For a long time, leprosy was a feared and misunderstood disease. It was thought to be hereditary, a curse, or even a punishment for one’s sins. Thus, for quite a time lepers were stigmatized and shunned. In the First Reading (Lv. 13: 1-2, 44-46), Yahweh God gave instructions to Moses and Aaron on how lepers are to be handled. It was the priest who shall declare him unclean, and rules applied on what garments he should wear and by his having a bare head. He shall also cry out, ‘Unclean, unclean!’ and shall live apart, outside the camp where the Israelites were.
In today’s Gospel (Mk. 1: 40-45) shows us how Jesus forgives. In his homily today, Fr. Armand Robleza, SDB said, “Sa kanilang pag-iisip, yung pagpapagaling mo sa ketongin na yun ay pagpapatawad ng kasalanan sapagkat sa kanila, ang kasalanan, lalo na kung malubha ay bunga yan ng pagkakasala. (In their thinking, the cure to a leper is forgiveness of sins because for them, sin, especially those grave sins, are the effects of sinning.)”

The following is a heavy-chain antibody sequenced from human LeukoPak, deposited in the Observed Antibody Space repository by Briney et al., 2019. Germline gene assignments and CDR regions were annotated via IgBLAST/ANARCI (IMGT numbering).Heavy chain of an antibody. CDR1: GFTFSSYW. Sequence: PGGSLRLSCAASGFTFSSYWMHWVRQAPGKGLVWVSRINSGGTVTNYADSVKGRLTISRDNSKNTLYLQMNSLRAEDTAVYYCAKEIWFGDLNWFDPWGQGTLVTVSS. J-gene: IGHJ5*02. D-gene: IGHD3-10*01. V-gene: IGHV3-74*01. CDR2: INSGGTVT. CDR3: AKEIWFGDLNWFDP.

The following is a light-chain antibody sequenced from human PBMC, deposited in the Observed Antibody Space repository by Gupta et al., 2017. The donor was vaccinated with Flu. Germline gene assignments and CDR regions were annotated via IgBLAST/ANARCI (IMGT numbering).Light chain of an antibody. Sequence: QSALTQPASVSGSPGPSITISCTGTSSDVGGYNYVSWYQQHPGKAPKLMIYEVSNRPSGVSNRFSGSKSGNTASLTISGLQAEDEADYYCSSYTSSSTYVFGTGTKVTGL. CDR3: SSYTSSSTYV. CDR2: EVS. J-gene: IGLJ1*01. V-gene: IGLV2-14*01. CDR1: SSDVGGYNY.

Fr. Armand also emphasized two important points:
- Jesus touched the leper even if it wasn’t acceptable during those times. He risked being tagged as an outcast like the leper. And,
- Jesus healed the leper not by the power of others, but by His own power! Christ stood by His claim that He is the Messiah, the Son of God. The Lord’s love for the leper is total, complete and without reservations.
Let us reflect on the power of the Lord to heal us of our afflictions. Leprosy, like sin, is a sign of our weakness and frailty as human beings. Yet despite the gravity of our sins, Jesus forgives. When we forgive, do we forgive others, as Jesus did?
Let us pray to learn how to forgive, because Jesus Christ is about forgiveness; He is merciful and compassionate. “Forgiveness is the greatest act of love. If you don’t know how to forgive, you don’t know how to love!” (Fr. Armand Robleza, SDB).
“A great prophet has arisen in our midst, God has visited his people.” (Lk. 7:16)